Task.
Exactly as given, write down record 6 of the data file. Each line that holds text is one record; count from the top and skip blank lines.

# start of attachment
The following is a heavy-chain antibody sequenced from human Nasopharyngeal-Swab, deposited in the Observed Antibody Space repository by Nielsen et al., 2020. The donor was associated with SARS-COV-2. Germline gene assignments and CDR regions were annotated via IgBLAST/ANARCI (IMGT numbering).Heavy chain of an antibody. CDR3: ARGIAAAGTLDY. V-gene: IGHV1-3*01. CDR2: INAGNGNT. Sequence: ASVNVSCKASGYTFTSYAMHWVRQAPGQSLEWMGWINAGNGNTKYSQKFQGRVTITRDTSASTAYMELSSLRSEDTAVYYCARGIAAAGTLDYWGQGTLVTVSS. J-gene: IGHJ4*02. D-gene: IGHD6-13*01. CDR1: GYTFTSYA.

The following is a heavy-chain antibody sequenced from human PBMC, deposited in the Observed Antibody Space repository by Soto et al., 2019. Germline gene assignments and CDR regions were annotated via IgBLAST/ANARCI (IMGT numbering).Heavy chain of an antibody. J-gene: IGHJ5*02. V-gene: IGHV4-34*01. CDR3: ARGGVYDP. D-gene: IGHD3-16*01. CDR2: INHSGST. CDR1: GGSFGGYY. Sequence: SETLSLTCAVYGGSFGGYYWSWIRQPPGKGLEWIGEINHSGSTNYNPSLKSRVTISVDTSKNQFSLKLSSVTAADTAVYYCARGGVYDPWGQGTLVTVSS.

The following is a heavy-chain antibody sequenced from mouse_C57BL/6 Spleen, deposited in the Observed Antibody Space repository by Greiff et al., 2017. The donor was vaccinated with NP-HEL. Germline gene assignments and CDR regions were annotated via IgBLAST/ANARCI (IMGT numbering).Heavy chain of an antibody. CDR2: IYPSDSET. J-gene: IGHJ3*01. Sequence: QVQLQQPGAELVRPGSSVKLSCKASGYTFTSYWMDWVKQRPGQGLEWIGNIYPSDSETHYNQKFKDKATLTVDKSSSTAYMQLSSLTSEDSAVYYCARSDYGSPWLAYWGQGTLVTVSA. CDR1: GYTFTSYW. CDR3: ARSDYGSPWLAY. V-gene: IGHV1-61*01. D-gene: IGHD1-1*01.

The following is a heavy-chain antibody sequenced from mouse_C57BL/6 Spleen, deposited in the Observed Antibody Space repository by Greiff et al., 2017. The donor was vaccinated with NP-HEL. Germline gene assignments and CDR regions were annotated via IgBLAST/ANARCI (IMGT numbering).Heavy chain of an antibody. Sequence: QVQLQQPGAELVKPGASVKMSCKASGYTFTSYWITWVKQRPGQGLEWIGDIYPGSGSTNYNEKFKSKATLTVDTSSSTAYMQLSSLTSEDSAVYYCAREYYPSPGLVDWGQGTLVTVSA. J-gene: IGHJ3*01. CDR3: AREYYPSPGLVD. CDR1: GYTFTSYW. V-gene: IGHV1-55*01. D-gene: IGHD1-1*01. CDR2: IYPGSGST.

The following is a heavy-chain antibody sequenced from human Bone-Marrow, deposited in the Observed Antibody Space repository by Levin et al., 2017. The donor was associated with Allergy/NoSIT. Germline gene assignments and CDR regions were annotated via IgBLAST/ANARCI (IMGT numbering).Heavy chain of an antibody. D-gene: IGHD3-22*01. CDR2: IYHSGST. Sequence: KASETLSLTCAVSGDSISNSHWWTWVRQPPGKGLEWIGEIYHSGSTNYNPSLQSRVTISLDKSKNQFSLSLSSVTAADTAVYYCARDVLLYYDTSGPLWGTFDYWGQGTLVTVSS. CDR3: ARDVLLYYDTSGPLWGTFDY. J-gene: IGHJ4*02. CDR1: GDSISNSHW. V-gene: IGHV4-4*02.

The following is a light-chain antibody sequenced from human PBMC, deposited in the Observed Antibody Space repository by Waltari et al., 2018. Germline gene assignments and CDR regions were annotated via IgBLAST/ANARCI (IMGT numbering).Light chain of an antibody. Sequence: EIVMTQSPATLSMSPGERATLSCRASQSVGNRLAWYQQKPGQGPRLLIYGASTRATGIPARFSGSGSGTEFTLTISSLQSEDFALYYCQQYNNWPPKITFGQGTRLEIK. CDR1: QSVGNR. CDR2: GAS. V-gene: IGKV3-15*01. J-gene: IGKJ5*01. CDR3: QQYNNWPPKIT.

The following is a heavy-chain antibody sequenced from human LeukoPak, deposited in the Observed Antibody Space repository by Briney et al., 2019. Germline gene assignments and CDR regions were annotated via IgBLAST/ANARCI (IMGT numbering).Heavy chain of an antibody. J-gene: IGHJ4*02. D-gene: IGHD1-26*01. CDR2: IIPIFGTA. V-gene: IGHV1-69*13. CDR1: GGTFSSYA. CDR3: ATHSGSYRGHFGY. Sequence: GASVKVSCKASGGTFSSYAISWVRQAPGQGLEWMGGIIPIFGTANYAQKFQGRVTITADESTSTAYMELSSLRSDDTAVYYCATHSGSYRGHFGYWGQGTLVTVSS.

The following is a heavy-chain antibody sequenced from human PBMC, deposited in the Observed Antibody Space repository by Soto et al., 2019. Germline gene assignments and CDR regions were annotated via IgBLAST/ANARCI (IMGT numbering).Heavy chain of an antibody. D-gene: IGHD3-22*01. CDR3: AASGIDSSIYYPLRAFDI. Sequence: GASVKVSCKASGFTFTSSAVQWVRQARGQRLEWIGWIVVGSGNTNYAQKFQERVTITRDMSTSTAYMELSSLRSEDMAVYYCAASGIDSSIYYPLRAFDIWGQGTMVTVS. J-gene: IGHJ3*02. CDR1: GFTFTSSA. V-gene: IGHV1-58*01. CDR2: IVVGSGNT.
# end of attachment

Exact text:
The following is a light-chain antibody sequenced from human PBMC, deposited in the Observed Antibody Space repository by Waltari et al., 2018. Germline gene assignments and CDR regions were annotated via IgBLAST/ANARCI (IMGT numbering).Light chain of an antibody. Sequence: EIVMTQSPATLSMSPGERATLSCRASQSVGNRLAWYQQKPGQGPRLLIYGASTRATGIPARFSGSGSGTEFTLTISSLQSEDFALYYCQQYNNWPPKITFGQGTRLEIK. CDR1: QSVGNR. CDR2: GAS. V-gene: IGKV3-15*01. J-gene: IGKJ5*01. CDR3: QQYNNWPPKIT.